Cincinnati Bengals

Introduction

The Cincinnati Bengals have had a colourful history. Being one of the older franchises in the National Football League, their career started well, with many excellent players and coaches. After a drop in the 1990s though, they have struggled to regain this form.

In recent years the team has seen a slight improvement, which has been greatly aided by Marvin Lewis as coach, but they still have a long way to go to reach the heights of their glory years.

History

The Formative Years

The Cincinnati Bengals were formed in 1967 after the governor of Ohio managed to convince Paul Brown, the previous founder and head coach of the Cleveland Browns, that the state needed another franchise. Brown was not a fan of the American Football League and only agreed to join them on the assurance that the AFL would merge with the National Football League thus making it an NFL franchise.

The preparatory work was completed when the Cincinnati Council agreed to produce a new state-of-the-art stadium for both the Bengals and the Cincinnati Reds, the city’s baseball team. This new stadium, called the Riverfront Stadium due to its location, had to be built in time to open for the 1970 season. The Bengals enjoyed thirty years with the Riverfront as their home, until 2000 when they moved to the Paul Brown Stadium.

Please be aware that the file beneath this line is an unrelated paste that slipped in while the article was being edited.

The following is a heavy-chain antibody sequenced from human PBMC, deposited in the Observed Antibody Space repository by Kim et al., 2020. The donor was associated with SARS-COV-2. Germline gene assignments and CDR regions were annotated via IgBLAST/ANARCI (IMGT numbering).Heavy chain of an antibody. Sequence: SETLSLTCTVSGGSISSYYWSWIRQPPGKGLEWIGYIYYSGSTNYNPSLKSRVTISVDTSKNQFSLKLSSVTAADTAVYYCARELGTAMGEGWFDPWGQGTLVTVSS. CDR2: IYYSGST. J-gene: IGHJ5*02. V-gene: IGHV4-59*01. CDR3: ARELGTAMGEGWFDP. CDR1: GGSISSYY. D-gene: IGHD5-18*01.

The Time For Play

The Bengals played their first season at the Nippert Stadium, home to the University of Cincinnati Bearcats. They finished this season with a reasonable newcomer record of 3-11, with Paul Robinson standing out as their star player after he was named AFL Rookie of the Year.

For the first three seasons Paul Brown acted as the Bengals’ coach, leading the game to fifteen wins, one tie and twenty seven losses. One of the highlights of his time was their 45-7 win against the Boston Patriots in 1970, which gave them the AFC Central Division title for that season.

As this was the first season after the NFL and AFL had merged to create the AFC Central Division, the Bengals took the first ever championship title awarded. However, in the playoffs they lost out to the Baltimore Colts, who beat them 17-0 and went on to become the eventual Super Bowl Champions.

The 1970s

The Bengals had four coaches who led them to many successes throughout this decade. Paul Brown was the first of these, and he later became the General Manager and then took over ownership of the club. It was during his six years of coaching the team that they managed a 40-32 record.

Greg Cook was one of the more memorable names during this period. As his time as a rookie with the team, he set a NFL record for the single-season average gain per completed pass (17 yards). Unfortunately, Cook suffered a shoulder injury which resulted in a dramatic end to his career.